Yazidis bid last farewell to spiritual leader in Iraq

Iraqi Yazidi women attend the funeral of the Mir Takhsin-Beg (Tahseen Said Ali), the hereditary leader of the Yazidi community in the world, during his funeral in the town of Sheikhan, 50km northeast of Mosul, on February 4, 2019. (AFP)
Updated 05 February 2019
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Yazidis bid last farewell to spiritual leader in Iraq

  • Thousands of mourners, both men and women, solemnly lined the side of the road to the mountaintop temple in the town Lalish watching his wooden coffin go by

SHEIKHAN: Thousands of Yazidis who survived atrocities at the hands of the Daesh group bid a last farewell in Iraq on Monday to their spiritual leader who died last month.
The longtime head of the world’s Yazidi minority, Prince Tahseen Said Ali, died in the KRH Siloah hospital in Hanover, Germany at the age of 85 at the end of January.
Incense floated in the air as thousands of mourners, both men and women, solemnly lined the side of the road to the mountaintop temple in the holy town of Lalish watching his wooden coffin go by.
Musicians dressed in white played flutes and drums as they accompanied the funeral cortege on Monday, the eve of the prince’s burial in the northern Iraqi town.
“It’s a day of great sadness,” said one of the mourners, Abdel Khamuma.
His death had left “an immense void,” he told AFP.
The Yazidi people were brutally targeted by the Daesh extremists who swept across northern Iraq in 2014 and seized their bastion of Sinjar near the border with Syria.
Daesh fighters slaughtered thousands of Yazidi men and boys, then abducted women and girls to be abused as “sex slaves.”
According to authorities, more than 6,400 Yazidis were abducted and only half of them were able to flee or be rescued.
The fate of the others remains unknown.
The brutal assault pushed around 360,000 of the Kurdish-speaking Yazidis to flee to other parts of Iraq, including the Kurdish region, in addition to another 100,000 who left the country altogether.
The United Nations has said Daesh’s actions could amount to genocide, and is investigating the extremist group’s atrocities across Iraq.
The Yazidi faith emerged in Iran more than 4,000 years ago and is rooted in Zoroastrianism, over time integrating elements of Islam and Christianity.
With no holy book and organized into castes, Yazidis pray to God facing the sun and worship his seven angels — first and foremost Melek Taus, or Peacock Angel.
Of the world’s 1.5 million Yazidis, around 550,000 were living in the remote corners of northern Iraq, where their holiest site Lalish lies and where Prince Tahseen was born, before the Daesh onslaught.
Prince Tahseen, whose body arrived in Iraq from Germany on Monday, will be buried in Lalish on Tuesday.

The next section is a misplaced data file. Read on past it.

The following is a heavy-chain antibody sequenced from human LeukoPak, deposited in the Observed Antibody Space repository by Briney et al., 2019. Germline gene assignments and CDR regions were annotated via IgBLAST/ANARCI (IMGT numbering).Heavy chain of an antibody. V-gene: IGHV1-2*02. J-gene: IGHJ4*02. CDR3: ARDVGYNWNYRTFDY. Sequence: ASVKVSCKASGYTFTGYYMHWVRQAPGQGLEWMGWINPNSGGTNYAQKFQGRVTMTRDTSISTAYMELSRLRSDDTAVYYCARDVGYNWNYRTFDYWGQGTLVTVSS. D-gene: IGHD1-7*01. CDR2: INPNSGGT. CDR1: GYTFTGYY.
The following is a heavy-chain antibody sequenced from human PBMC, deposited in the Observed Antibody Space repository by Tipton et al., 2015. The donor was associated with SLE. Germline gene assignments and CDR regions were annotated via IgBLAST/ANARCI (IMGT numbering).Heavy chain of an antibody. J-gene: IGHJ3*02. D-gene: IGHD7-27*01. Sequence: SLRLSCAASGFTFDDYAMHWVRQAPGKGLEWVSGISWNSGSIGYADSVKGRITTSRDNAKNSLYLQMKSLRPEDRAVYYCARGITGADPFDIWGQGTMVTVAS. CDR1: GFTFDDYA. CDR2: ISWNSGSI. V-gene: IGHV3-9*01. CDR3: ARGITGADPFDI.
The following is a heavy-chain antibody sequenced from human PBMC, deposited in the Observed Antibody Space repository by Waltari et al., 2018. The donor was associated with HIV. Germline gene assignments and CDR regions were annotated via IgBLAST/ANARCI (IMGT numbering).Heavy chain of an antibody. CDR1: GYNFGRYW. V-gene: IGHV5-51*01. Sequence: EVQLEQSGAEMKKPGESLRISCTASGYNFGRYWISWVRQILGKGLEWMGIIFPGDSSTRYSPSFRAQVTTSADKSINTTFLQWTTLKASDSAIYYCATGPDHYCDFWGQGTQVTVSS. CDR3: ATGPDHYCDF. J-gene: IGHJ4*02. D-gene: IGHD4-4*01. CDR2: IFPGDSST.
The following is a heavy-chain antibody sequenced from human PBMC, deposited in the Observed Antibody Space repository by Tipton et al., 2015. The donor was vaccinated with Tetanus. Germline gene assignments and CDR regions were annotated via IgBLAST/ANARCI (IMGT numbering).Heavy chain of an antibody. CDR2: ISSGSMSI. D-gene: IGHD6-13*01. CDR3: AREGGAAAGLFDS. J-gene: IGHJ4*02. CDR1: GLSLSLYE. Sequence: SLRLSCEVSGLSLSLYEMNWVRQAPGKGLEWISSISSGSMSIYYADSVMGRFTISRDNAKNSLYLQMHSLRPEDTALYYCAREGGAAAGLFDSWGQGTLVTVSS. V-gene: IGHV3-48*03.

The Yazidi cause has found a powerful symbol in Nadia Murad, a former IS abductee from Sinjar who escaped and went on to win the Nobel Peace Prize for her activism against sexual violence.
Prince Tahseen was born in 1933 in Iraq’s northwest Sheikhan district and was appointed head of the Yazidis at age 11 after the death of his father, who was the previous emir.
He later moved to Germany, home of the biggest expatriate Yazidi community.
Iraqi Yazidi parliamentarian Vian Dakhil has told AFP that before dying, Prince Tahseen had appointed his son, Hazem, to succeed him.
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Russia says Syrian government forces has halted fire in Idlib

Updated 20 May 2019
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Russia says Syrian government forces has halted fire in Idlib

  • The last round of violence also displaced some 180,000 in opposition-held areas
DAMASCUS: Syrian government forces have unilaterally ceased fire in the northern Idlib province, the last major opposition stronghold, Russia said on Sunday, while opposition activists reported continued shelling and airstrikes.
Fighting erupted in Idlib late last month, effectively shattering a cease-fire negotiated by Russia and Turkey that had been in place since September. Russia has firmly backed Syria’s Bashar Assad regime in the eight-year civil war, while Turkey has supported the opposition.
In a brief statement on Sunday, the Russian Defense Ministry’s Center for Reconciliation of the Warring Sides in Syria said regime forces had ceased fire as of midnight. It described the move as unilateral, but did not give details.
The pro-government Syrian Central Military Media said regime forces responded to shelling by militants on Sunday on the edge of Idlib. It gave no further details.
The Britain-based Syrian Observatory for Human Rights, an opposition war monitoring group, reported an airstrike on the town of Khan Sheikhoun, saying it inflicted casualties.
The opposition’s Syrian Civil Defense also reported shelling near the town of Jisr Al-Shughour without reporting any casualties.
Syrian government forces intensified their attacks as of April 30 on Idlib. The area is home to some 3 million people, many of whom are internally displaced. The last round of violence also displaced some 180,000 in opposition-held areas.